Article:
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UK Banking Standards Review

In September 2013, Sir Richard Lambert was asked by the chairmen of several leading UK banks to draw up proposals for a new organisation to raise standards in banking. Now, Insights presents highlights from the final report of the UK Banking Standards Review

For several months Sir Richard Lambert and his team have been hard at work, consulting with stakeholders in the UK banking industry to ensure that a new independent organisation focused on raising standards of competence and behaviour in banking can achieve its maximum potential.

Insights has kept a close eye on the activities of the Banking Standards Review and helped with its efforts by distributing the organisation’s 22-page consultation paper to faculty members of the International Academy of Retail  Banking (IARB) and other distinguished participants in the international banking community. The consultation paper related to treating banking as a profession, with accompanying professional standards of education and ethics; it also solicited feedback on the role and scope of the proposed organisation.

The results of the official consultation process were featured in the April edition of Retail Banking Insights and were the last indication before the publication of this final report of how the industry reacted to the setting up of the proposed organisation and how it felt about banking in the UK as a whole.

It was believed then that if the proposals were to be adopted in the UK, they would no doubt have global consequences and bring about positive change in retail banking and the broader industry. Now, a UK-focused organisation has been deemed most practical.

Speaking on the day of the final report’s launch, Sir Richard said:

My conclusion is that there is a strong case for a collective effort to raise standards of behaviour and competence in the banking sector, and that the best way to deliver this is by setting up a new and independent body to drive the process forward.

“Raising standards of behaviour across this large and complex industry will take time and will require a number of challenges to be overcome.

“But my strong recommendation is that the work should get under way immediately, and that the present momentum should be maintained and accelerated.”

The report comes with nine recommendations which cover the topics of credibility, scope, institutions or individuals, relationship with the regulators, benchmarking, professional standards, training, relationship with existing professional bodies, as well as organisation and cost. There is also a list of boundaries that governs what the organisation will and won’t do, along with a taste of what the future holds for the body and what the immediate next steps are.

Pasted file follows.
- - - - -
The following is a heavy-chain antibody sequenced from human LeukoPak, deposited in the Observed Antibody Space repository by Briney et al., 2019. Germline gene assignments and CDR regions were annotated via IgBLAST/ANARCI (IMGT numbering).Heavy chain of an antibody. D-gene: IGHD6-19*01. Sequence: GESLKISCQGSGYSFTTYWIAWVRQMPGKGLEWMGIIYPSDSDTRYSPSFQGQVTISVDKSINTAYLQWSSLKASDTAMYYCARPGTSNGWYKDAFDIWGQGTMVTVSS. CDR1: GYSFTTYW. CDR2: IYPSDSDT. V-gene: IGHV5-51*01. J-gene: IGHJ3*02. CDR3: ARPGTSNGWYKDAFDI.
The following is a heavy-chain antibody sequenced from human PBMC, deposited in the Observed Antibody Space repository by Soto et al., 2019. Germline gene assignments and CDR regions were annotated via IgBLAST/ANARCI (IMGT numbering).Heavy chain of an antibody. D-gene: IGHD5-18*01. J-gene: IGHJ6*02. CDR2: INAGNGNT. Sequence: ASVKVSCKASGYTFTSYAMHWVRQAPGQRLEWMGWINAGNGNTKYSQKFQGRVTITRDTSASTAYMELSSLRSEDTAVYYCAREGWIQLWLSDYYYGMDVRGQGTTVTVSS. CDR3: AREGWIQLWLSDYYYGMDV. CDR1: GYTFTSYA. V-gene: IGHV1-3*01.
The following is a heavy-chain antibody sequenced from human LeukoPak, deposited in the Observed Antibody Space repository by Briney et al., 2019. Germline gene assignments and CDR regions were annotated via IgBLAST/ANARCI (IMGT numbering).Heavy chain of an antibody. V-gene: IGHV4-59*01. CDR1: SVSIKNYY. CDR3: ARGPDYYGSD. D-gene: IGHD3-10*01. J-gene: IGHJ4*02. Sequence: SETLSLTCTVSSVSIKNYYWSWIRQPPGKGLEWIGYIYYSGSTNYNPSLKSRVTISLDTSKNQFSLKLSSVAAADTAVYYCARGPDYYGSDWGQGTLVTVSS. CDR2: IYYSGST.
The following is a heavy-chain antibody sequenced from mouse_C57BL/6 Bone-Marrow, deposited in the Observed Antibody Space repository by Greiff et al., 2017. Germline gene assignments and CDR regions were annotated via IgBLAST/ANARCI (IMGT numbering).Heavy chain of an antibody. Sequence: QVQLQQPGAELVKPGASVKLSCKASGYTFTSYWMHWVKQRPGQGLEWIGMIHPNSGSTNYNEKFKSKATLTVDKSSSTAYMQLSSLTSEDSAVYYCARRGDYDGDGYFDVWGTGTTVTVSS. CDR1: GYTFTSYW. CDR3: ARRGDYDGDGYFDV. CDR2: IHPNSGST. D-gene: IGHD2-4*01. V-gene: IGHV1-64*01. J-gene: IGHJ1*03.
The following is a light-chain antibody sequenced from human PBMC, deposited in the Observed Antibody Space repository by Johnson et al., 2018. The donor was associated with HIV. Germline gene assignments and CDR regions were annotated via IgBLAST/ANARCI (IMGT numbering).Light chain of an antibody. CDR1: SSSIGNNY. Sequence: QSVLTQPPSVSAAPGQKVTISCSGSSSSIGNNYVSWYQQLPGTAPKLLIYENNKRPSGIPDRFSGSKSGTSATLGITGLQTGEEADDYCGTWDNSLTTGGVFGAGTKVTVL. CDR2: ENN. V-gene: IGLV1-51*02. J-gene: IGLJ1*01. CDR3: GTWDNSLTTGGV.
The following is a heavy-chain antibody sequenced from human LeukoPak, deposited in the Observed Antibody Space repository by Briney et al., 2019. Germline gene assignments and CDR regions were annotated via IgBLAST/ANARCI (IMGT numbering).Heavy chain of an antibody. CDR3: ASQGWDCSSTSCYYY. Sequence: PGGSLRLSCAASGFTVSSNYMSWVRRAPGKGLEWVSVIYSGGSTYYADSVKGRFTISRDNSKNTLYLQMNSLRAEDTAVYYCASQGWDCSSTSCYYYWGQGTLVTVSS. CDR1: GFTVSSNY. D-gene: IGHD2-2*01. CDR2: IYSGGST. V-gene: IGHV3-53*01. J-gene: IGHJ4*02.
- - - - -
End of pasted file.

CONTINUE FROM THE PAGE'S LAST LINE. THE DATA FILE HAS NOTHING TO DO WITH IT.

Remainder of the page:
The organisation will be referred to as The Banking Standards Review Council (BSRC).

The report commences with a letter to the chairmen of Barclays, HSBC, Lloyds Banking Group, Nationwide, Royal Bank of Scotland, Santander and Standard Chartered, in which Sir Richard introduced the findings of the consultation process and presented an outlook to the report’s patrons.

Although it is the aforementioned institutions that are directly addressed in the letter, Sir Richard has made it clear on the BSRC website that all UK banks and building societies have a collective interest in raising standards of behaviour and competence across the industry.


You asked me last September to develop plans for a professional body to promote high standards in banking. I am now sending you my recommendations.

In the intervening months, my colleagues and I have interviewed executives in banks and building societies of every shape and size in order to inform our ideas. We have also spoken to Government, regulators, academia, industry, existing providers of qualifications and training, trade associations, and consumer and employee groups. In addition, we have talked to professional bodies in other walks of life to learn how they operate.

I published a consultation paper in February, looking for comment on my initial thoughts. This generated nearly 200 constructive responses, which in turn have significantly shaped the recommendations I am sending you today.

My conclusion is that there is a strong case for a collective effort to raise standards of behaviour and competence in the banking sector, and that the best way to deliver this is by setting up a new and independent body to drive the process forward.

There are big challenges to be overcome. The new organisation will be funded by the banks, but must remain independent of them. It must cover the whole banking industry if it is to be credible, but also recognise that there is very little in common between a small building society and a large investment bank. It must complement rather than confuse the work of the regulator, and it must rely on voluntary support rather than statutory backing for its ideas. I have tried to address these and other issues in the report that follows.

Raising standards of behaviour across this large and complex industry will require determined leadership by you and your colleagues, and is bound to take time. But my strong recommendation is that work should get under way immediately, and that the present momentum should be maintained and accelerated.